Banks to check for illegal immigrants
Banks to check for illegal immigrants; fresh legal action over shared appreciation mortgages; not all travel insurers will pay full Ryanair losses.
From January next year banks and building societies will use information provided by the Home Office to check whether their personal current account customers are in the UK illegally. Those that are face having funds confiscated or frozen. It's led to concerns that people who are wrongly identified will have little or no redress.
Shared appreciation mortgages were sold by two banks in the mid to late 1990s. In return for loans homeowners gave up a significant share of the increase in value of their property when they sold it. Now legal action is being planned by some who claim the terms of the mortgage deal were unfair.
Most of the biggest travel insurance providers won't be covering the full financial fallout experienced by policyholders involved in the Ryanair mass flight cancellation. European law does not cover consequential losses such as the cost of hotels which have been booked but not used or events that have been paid for then not attended.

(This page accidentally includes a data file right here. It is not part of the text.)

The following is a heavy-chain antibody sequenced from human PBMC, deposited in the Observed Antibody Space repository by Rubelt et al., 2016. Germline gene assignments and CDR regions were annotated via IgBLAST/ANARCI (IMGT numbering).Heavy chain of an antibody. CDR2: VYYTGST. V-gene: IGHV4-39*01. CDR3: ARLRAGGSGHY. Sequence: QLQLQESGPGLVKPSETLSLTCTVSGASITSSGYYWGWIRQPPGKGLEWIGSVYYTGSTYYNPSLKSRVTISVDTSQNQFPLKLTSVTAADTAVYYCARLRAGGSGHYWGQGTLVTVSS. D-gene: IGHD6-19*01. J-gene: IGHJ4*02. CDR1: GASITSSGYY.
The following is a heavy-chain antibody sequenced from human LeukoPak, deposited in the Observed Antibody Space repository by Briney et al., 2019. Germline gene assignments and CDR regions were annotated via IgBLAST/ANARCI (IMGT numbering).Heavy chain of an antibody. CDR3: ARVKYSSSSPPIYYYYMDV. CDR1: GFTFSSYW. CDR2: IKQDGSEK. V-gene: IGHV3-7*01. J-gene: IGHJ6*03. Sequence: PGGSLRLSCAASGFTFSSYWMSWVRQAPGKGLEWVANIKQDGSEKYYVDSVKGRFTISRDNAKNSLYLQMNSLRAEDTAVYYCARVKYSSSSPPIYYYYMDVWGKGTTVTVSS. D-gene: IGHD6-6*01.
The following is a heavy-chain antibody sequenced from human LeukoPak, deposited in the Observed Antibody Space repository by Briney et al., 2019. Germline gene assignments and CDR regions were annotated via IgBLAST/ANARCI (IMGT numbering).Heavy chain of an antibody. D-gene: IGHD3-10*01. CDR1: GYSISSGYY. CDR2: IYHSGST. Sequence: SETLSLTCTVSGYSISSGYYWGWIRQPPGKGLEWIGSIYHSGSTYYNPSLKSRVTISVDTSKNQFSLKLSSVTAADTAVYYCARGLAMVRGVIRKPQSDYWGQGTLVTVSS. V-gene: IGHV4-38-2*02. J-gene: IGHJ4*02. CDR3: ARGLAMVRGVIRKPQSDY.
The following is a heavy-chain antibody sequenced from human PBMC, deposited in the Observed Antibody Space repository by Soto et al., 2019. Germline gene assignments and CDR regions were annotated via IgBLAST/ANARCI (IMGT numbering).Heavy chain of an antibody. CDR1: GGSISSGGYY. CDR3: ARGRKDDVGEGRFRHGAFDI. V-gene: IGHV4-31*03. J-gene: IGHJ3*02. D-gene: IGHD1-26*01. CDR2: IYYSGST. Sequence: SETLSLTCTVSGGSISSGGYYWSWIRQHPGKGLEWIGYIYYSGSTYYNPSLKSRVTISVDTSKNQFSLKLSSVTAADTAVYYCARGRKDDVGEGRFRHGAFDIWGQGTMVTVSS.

Money Box listener Ian was left unable to access around half a million pounds in life savings after adjustments were made by Barclays to his new Smart Investor trading accounts. It happened shortly after his data was transferred from the old Barclays Stockbrokers DIY investor platform over the Bank Holiday weekend. Will he stay offline or will the "Money Box effect" kick in?
Presenter: Paul Lewis
Reporter: Tony Bonsignore
Producer: Charmaine Cozier.
Banks will have to check names on current accounts against a Home Office database
Shared Appreciation Mortgages
How does someone who borrows £42,500 end up paying back more than £600,000
Travel insurers are refusing to pay all Ryanair cancellation losses
Barclays Smart Investor
Can the ‘Money Box effect’ unlock £500,000?